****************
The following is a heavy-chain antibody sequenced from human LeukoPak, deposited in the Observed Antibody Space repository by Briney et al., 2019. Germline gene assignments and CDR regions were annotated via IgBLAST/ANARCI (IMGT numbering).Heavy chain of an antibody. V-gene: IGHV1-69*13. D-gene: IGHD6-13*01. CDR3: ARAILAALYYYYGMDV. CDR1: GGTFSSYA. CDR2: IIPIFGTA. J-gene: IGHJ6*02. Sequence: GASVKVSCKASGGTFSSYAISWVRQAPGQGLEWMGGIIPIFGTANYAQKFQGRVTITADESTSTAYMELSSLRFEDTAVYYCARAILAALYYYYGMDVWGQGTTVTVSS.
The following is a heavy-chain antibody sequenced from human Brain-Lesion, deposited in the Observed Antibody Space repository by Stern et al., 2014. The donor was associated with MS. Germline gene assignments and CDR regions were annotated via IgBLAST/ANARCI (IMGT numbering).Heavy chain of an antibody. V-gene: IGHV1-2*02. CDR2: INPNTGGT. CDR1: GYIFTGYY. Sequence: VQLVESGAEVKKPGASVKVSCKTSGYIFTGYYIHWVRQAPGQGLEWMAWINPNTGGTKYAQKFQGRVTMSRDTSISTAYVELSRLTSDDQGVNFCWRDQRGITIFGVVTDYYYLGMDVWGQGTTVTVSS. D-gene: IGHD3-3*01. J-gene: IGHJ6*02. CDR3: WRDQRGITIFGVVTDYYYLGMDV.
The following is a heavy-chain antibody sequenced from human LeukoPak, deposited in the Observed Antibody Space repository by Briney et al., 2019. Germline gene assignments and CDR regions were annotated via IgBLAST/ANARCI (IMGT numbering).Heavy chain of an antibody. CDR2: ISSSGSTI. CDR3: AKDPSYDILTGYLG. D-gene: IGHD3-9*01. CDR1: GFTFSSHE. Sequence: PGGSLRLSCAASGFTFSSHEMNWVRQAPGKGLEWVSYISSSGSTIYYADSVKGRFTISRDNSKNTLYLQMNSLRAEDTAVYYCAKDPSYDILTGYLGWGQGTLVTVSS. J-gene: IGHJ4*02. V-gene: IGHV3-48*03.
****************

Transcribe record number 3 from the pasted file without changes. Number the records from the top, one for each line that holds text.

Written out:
The following is a heavy-chain antibody sequenced from human LeukoPak, deposited in the Observed Antibody Space repository by Briney et al., 2019. Germline gene assignments and CDR regions were annotated via IgBLAST/ANARCI (IMGT numbering).Heavy chain of an antibody. CDR2: ISSSGSTI. CDR3: AKDPSYDILTGYLG. D-gene: IGHD3-9*01. CDR1: GFTFSSHE. Sequence: PGGSLRLSCAASGFTFSSHEMNWVRQAPGKGLEWVSYISSSGSTIYYADSVKGRFTISRDNSKNTLYLQMNSLRAEDTAVYYCAKDPSYDILTGYLGWGQGTLVTVSS. J-gene: IGHJ4*02. V-gene: IGHV3-48*03.